Mindsight is when a child’s brain develops enough to enter abstract thinking so that they can reflect back on their own behavior. When a child can do that, they are better able to focus their attention in the classroom. They have a better sense of themselves, what they are learning, and what those around them are doing. This is a really important concept, and the focus on Virtue is one that gives children the ability to reflect on what is going on in their internal world and strengthen the skill of mindsight.

An example of “time-in” in the Virtue Program happens when they are in the sanctuary doing the Lectio Divina reflective journal. In my estimation, this helps to fulfill the second commandment where we are to love our neighbor as ourselves. It is the brain’s way of being able to think about self and others. This has so much to do with the social and emotional intelligence that contributes to a child’s well-being as they move through their adolescent years and into their young adulthood.

When children have “time-in” experiences, they are specifically wiring the part of their brain that integrates all the information they are taking in, which happens in the frontal cortex. This processing informs all of the different functions of the brain known as executive functions. Executive functions sit as executors over all our other kinds of thinking, which is why “time-in” and mindsight are both so important to developing that part of the brain.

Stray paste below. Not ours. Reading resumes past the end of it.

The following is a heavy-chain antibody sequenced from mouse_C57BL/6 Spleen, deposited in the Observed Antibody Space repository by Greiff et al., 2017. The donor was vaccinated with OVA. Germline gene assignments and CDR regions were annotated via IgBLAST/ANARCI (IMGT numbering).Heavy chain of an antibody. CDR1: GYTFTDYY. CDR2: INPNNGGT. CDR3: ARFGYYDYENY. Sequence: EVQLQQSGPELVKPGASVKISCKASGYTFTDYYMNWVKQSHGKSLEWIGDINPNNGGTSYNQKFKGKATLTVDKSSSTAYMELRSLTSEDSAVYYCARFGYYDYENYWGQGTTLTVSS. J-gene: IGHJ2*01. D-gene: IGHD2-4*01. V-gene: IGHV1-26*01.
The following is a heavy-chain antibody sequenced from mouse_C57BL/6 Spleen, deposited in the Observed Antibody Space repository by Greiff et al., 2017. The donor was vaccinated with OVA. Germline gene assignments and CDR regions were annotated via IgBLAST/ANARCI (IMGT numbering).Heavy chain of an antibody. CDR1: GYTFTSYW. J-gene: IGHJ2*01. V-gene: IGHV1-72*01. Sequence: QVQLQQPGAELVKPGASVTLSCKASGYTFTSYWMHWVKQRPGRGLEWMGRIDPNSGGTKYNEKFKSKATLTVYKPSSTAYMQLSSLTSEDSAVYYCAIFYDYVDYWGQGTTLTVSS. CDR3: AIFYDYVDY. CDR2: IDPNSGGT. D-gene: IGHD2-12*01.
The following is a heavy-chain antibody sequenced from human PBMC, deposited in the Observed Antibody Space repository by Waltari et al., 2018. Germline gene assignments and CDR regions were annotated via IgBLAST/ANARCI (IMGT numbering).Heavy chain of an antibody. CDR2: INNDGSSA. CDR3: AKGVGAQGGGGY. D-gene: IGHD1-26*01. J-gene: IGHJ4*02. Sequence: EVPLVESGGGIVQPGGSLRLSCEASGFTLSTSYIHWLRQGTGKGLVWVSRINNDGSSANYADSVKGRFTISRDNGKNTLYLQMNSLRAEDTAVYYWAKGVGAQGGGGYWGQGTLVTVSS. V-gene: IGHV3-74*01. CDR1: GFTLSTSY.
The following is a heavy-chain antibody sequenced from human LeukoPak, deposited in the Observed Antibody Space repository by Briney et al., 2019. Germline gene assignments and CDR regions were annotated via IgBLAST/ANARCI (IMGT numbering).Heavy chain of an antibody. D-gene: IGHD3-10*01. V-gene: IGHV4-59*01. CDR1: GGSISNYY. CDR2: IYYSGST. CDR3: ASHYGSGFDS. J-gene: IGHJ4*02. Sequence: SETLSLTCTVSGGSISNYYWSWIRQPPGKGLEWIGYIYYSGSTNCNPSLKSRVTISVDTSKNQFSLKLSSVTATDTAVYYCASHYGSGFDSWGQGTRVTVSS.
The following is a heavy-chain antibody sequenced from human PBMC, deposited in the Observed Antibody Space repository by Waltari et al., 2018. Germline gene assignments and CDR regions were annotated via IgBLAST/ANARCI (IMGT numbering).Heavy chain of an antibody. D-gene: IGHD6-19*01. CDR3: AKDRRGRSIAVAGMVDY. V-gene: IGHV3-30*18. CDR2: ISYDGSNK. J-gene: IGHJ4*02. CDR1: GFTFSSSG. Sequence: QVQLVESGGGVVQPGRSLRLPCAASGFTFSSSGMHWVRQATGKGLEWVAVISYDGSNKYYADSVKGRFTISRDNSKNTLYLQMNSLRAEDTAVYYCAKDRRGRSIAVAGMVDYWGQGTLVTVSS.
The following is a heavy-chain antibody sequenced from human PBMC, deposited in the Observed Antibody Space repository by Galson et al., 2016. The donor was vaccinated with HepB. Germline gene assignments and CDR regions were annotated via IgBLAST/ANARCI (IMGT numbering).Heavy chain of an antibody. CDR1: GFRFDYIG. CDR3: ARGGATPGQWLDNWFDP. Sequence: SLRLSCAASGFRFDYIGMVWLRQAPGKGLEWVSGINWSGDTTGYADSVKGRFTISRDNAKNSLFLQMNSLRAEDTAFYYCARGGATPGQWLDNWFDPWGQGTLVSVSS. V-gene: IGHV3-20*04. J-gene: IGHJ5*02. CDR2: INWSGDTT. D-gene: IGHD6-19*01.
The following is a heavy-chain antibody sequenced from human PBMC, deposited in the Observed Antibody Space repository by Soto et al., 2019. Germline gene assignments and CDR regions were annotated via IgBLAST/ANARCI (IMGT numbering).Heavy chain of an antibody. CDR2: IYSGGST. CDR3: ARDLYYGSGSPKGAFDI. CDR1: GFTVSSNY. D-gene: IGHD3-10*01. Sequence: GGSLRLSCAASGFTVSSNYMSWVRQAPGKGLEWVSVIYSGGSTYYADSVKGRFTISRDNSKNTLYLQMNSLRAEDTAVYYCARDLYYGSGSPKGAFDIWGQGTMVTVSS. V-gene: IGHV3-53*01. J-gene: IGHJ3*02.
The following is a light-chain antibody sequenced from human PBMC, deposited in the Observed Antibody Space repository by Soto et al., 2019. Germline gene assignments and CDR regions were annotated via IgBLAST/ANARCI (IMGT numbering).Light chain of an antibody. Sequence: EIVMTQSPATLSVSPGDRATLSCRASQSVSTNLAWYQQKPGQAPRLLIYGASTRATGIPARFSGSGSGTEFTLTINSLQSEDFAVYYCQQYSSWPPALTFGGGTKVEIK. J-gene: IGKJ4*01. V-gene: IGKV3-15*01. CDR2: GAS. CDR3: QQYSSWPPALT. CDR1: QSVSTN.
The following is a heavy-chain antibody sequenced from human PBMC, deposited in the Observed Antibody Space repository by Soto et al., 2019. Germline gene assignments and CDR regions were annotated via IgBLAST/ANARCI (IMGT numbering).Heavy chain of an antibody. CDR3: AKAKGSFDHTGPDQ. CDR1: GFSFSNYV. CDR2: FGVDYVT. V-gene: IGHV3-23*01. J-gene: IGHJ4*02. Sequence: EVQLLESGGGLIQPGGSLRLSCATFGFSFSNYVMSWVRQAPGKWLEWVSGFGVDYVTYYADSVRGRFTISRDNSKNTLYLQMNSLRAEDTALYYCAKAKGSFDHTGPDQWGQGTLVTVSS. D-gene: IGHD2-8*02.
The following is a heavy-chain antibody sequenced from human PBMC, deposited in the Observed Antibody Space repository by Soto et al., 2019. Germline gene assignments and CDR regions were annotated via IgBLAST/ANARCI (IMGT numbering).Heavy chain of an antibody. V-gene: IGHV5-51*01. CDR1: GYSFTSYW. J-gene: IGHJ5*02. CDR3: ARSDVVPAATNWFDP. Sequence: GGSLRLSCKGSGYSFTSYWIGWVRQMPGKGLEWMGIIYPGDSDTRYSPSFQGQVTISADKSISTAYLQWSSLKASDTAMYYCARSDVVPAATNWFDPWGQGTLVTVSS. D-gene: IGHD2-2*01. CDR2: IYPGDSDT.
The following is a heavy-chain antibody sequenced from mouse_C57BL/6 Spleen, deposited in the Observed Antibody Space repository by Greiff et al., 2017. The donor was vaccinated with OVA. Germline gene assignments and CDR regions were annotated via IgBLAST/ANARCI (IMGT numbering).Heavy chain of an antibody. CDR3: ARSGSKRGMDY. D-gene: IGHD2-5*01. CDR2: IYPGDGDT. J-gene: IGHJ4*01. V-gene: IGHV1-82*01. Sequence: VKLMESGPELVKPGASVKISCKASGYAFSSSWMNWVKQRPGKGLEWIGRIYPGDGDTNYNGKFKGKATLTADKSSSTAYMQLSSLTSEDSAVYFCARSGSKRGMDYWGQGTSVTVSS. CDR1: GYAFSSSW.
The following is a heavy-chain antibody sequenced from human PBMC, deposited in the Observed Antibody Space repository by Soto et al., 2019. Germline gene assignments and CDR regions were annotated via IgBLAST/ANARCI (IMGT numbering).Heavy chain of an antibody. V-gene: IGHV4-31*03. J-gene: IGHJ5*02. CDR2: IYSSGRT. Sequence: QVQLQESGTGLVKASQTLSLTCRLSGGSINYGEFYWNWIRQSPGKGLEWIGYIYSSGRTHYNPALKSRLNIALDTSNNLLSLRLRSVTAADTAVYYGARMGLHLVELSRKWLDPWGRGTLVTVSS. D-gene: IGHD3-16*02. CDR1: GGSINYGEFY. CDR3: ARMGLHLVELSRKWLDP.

In contrast to time-in, today’s social media can take kids outside of themselves, almost creating an addiction to overstimulation. While social media can have a positive purpose as well – helping children to separate from their parents, assert individuality, and attach to their peer group – excessive amounts deter neurological development. It is very stressful for children to process that much information. We need to direct them back to calming and quieting their spirit and their mind so that neurological development and growth can happen in a more optimal way. Parents can aid in this by carving out a clear relationship with social media and balancing it with other educational experiences, such as the internal education of “time-in.”

When a child uses his/her mind to reflect on his/her inner world and to come into a relationship with Christ, it calms his/her spirit and helps him/her to focus attention and concentration. This, in turn, allows him/her to build foundations of social and emotional intelligence that both enhance his/her academic achievement and build the prefrontal skills that support a healthy mind.

The “time-in” approaches developed by Lumen Ecclesiae Press’ Virtue Program really catalyze this capacity for focusing attention, concentration, and strengthening the mind. This leads to increased learning, resilience, character development, and empathy. Through this work, children are better equipped to develop the kindness, compassion, and virtue that they need to be disciples in the world.